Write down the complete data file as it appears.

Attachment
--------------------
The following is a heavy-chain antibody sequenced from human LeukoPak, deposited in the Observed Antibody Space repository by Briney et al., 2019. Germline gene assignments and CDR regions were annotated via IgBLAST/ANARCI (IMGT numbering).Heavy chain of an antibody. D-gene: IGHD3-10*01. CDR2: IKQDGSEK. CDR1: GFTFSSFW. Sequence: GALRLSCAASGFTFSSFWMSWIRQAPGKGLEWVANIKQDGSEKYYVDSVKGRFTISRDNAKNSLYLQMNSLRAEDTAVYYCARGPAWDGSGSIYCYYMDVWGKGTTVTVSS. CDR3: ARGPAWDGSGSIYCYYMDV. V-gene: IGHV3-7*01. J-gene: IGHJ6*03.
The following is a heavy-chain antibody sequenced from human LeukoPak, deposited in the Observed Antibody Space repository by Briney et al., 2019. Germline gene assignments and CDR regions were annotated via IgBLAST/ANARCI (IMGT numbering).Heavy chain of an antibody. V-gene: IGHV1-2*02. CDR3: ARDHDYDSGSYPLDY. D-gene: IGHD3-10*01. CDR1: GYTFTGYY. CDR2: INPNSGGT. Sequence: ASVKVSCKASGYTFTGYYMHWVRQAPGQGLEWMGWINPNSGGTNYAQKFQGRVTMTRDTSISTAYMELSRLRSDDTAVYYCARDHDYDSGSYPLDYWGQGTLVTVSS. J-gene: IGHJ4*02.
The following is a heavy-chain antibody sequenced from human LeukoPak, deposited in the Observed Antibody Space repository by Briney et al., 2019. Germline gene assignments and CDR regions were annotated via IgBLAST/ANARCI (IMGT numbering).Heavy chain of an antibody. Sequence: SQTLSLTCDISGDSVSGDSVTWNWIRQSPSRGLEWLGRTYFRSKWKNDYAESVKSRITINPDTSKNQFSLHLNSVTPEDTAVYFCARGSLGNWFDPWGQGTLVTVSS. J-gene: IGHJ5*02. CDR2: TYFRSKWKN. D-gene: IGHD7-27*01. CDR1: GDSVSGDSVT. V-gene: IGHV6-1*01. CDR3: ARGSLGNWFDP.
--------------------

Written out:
The following is a heavy-chain antibody sequenced from human LeukoPak, deposited in the Observed Antibody Space repository by Briney et al., 2019. Germline gene assignments and CDR regions were annotated via IgBLAST/ANARCI (IMGT numbering).Heavy chain of an antibody. D-gene: IGHD3-10*01. CDR2: IKQDGSEK. CDR1: GFTFSSFW. Sequence: GALRLSCAASGFTFSSFWMSWIRQAPGKGLEWVANIKQDGSEKYYVDSVKGRFTISRDNAKNSLYLQMNSLRAEDTAVYYCARGPAWDGSGSIYCYYMDVWGKGTTVTVSS. CDR3: ARGPAWDGSGSIYCYYMDV. V-gene: IGHV3-7*01. J-gene: IGHJ6*03.
The following is a heavy-chain antibody sequenced from human LeukoPak, deposited in the Observed Antibody Space repository by Briney et al., 2019. Germline gene assignments and CDR regions were annotated via IgBLAST/ANARCI (IMGT numbering).Heavy chain of an antibody. V-gene: IGHV1-2*02. CDR3: ARDHDYDSGSYPLDY. D-gene: IGHD3-10*01. CDR1: GYTFTGYY. CDR2: INPNSGGT. Sequence: ASVKVSCKASGYTFTGYYMHWVRQAPGQGLEWMGWINPNSGGTNYAQKFQGRVTMTRDTSISTAYMELSRLRSDDTAVYYCARDHDYDSGSYPLDYWGQGTLVTVSS. J-gene: IGHJ4*02.
The following is a heavy-chain antibody sequenced from human LeukoPak, deposited in the Observed Antibody Space repository by Briney et al., 2019. Germline gene assignments and CDR regions were annotated via IgBLAST/ANARCI (IMGT numbering).Heavy chain of an antibody. Sequence: SQTLSLTCDISGDSVSGDSVTWNWIRQSPSRGLEWLGRTYFRSKWKNDYAESVKSRITINPDTSKNQFSLHLNSVTPEDTAVYFCARGSLGNWFDPWGQGTLVTVSS. J-gene: IGHJ5*02. CDR2: TYFRSKWKN. D-gene: IGHD7-27*01. CDR1: GDSVSGDSVT. V-gene: IGHV6-1*01. CDR3: ARGSLGNWFDP.